You do not know at take-off which of the many glaciers in Denali National Park your pilot will try to land on for your glacier walk. Or even if the weather will permit you. With clear skies and low winds we were hopeful, and moreover I was nervous. Hannah says she saw the box in my pocket. The jeweler told me they just remodeled their boxes to make them smaller and less conspicuous in your pocket, but apparently it was not enough to hide my intentions for the afternoon.
The pending Q and A was not enough to overshadow our awe as the pilot flew us over the mighty Susitna River, Ruth Glacier, winding through sharp jutting peaks of too many mountain tops to remember all their names. We saw beautiful blue glacial lakes below, kept our eyes peeled for grizzlies that inhabit the area, and even saw our little campsite on the shore of Byers Lake that we backpacked out of the morning of the flight. I looked forward to packing back into camp, lighter than air with the nerve-racking task ahead in my rearview and nothing but love and joy for the rest of my life to look forward to. Just the one task ahead, that is, if the weather would hold up enough for us to land atop the great mountain top.
Denali was hiding for the majority of our trip. She only peeked out from behind the clouds every once in a while and we were lucky enough to spot her summit for a fleeting moment or two over the last few days. Apparently only 30 percent of the people who visit the grandiose range actually get to see Denali in all her glory. Yet we were still hopeful for a landing, and I was working up my nerve as the pilot announced that conditions were perfect for a glacial landing in an area of the park known as ‘Little Switzerland’.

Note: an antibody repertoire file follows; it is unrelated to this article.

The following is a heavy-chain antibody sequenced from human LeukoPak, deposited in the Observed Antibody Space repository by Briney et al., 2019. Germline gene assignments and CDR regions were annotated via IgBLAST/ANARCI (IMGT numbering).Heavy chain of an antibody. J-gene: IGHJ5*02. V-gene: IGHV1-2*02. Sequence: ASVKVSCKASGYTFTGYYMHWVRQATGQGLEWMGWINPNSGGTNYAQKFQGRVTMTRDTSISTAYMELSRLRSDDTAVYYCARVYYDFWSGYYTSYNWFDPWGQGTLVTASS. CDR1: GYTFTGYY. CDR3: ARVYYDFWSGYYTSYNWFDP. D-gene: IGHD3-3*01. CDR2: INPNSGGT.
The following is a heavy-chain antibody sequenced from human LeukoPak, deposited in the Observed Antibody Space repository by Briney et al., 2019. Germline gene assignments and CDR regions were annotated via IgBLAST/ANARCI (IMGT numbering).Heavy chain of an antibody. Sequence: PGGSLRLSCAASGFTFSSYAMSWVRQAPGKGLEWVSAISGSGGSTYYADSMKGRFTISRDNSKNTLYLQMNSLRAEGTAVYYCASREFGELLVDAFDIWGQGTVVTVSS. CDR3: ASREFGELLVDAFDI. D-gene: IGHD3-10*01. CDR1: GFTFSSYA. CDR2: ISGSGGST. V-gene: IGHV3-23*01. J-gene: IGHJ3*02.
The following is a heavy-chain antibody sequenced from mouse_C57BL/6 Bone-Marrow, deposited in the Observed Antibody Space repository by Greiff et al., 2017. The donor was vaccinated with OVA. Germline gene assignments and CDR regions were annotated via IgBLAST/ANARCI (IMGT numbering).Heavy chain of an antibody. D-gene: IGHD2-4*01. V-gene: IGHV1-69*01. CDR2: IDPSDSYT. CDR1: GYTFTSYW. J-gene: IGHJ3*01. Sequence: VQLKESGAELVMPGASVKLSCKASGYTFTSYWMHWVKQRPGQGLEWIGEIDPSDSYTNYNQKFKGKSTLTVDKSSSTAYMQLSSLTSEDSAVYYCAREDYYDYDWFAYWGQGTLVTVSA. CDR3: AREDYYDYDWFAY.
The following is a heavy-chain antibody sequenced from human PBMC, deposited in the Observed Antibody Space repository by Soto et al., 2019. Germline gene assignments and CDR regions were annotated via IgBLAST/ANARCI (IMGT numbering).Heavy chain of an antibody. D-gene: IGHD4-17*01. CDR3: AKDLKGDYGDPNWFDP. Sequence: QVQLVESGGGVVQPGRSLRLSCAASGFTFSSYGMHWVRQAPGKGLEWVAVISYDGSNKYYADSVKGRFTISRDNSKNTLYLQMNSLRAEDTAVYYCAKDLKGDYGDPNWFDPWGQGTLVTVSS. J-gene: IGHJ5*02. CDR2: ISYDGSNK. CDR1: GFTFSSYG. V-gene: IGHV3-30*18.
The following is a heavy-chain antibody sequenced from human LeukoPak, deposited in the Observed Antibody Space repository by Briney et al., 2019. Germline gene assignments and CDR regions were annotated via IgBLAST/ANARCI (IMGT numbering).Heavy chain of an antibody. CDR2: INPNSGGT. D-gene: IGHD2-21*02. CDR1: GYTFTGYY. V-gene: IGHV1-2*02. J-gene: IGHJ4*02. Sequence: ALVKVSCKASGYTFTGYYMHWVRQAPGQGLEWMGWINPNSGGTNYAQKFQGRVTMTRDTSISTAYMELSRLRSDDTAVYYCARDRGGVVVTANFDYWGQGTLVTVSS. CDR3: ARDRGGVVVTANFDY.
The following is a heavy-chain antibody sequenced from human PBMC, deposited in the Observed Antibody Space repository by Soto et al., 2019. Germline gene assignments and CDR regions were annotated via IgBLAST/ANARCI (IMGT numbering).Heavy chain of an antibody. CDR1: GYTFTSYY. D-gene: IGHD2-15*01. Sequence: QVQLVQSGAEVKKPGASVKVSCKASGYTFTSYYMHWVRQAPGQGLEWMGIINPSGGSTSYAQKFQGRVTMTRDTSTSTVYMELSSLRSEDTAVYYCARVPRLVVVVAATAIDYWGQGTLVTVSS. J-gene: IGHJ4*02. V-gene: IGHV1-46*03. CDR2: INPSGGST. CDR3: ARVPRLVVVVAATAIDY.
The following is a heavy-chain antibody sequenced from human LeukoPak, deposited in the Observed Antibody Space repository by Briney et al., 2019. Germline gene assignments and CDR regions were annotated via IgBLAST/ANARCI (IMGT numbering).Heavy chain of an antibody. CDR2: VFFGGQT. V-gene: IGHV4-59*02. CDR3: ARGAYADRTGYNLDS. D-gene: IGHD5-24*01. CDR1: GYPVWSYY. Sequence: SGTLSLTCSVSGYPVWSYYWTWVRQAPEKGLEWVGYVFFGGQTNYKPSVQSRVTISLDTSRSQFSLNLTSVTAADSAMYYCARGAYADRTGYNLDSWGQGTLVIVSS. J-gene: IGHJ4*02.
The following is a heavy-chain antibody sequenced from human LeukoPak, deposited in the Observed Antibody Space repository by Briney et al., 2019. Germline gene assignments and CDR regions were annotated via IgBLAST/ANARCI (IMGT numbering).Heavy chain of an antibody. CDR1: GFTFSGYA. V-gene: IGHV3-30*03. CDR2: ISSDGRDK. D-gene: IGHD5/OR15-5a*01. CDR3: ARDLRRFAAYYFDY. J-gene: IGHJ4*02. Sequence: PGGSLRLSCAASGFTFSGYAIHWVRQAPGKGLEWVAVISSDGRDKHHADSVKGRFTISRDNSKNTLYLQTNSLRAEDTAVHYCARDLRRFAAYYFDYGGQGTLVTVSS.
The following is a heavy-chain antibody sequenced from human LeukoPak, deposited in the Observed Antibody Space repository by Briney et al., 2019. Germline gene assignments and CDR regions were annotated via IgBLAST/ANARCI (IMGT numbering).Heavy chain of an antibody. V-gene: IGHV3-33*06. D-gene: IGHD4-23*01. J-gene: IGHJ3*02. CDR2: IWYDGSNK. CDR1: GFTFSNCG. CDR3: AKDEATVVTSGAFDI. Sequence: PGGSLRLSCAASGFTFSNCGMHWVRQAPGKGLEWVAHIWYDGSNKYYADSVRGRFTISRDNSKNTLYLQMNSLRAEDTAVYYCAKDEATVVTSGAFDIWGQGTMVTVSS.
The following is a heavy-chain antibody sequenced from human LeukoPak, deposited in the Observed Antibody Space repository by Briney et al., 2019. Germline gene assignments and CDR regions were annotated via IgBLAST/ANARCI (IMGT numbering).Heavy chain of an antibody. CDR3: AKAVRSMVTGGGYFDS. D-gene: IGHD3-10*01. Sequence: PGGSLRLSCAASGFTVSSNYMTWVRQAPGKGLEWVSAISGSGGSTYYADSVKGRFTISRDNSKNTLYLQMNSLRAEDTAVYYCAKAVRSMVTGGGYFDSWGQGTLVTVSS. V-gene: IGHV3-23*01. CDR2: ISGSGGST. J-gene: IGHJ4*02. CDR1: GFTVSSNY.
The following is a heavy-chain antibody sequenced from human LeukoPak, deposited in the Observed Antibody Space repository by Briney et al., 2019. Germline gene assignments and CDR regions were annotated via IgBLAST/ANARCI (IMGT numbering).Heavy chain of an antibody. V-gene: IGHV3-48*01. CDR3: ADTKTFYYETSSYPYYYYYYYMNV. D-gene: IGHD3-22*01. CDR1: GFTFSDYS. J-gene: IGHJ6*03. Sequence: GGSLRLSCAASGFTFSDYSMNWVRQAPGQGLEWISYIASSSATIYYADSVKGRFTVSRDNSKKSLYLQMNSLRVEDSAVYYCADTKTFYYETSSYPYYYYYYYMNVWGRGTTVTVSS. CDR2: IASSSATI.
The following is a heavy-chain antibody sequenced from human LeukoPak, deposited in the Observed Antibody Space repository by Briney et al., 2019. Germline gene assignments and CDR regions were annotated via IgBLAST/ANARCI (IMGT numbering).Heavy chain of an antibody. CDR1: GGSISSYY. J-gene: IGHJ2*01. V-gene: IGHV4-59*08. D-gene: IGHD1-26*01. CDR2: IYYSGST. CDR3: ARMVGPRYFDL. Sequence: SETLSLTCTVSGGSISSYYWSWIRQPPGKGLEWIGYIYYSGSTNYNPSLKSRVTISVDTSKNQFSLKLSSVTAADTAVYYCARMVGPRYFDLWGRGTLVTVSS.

The website called it a glacial walk, but I learned just after landing that we were not supposed to go much further than the wingspan of the plane, say 30 feet or so away. I had hoped to walk with Hannah to a more secluded location somewhere on the glacier so the moment would be ours and ours alone. I was deflated at first. Hannah always said she didn’t like the big public spectacle proposals. Granted there were only a dozen or so people on the mountain with us, it didn’t feel perfect at first, with so many strangers within gawking distance. We took a few pictures, split away from most of the group and walked with our pilot and one other person to get a good picture in the background, and I was suddenly flooded with the courage and love I needed to not only be able to ask, but to know that this was the perfect place, seemingly on the top of the world, to ask the woman I loved to spend the rest of our lives together.
I handed our pilot my phone and asked him to take a few more pictures of us. As I turned back to face Hannah I tried to remember all of the things I wanted to say in this moment, but when I dropped to my knee and removed the "slender" box from my pocket, I managed to mumble something like, "Hannah McMahon, will you marry me?" No big speech, I guess I will have to step it up on our wedding day. I don’t know if Hannah would have heard me anyway because when I regained my ability to comprehend my surroundings, Hannah’s eyes were full of tears, her hand over her mouth, and her head was emphatically nodding to my fumbling request that she be my wife.
I went from terror to pure joy, and back to terror as I took the ring from the box and carefully carried it over 4 miles of ice and snow below us to place it on her finger. The thought of possibly dropping the ring into the snow had not crossed my mind until this moment. Not to mention I had been kneeling on a sub-zero block of ice for what seemed like an eternity. Fear and frozen kneecaps disappeared from existence as Hannah dragged me up towards her and wrapped her arms around me. We were safe and happy, and together we will climb mountains for the rest of our lives.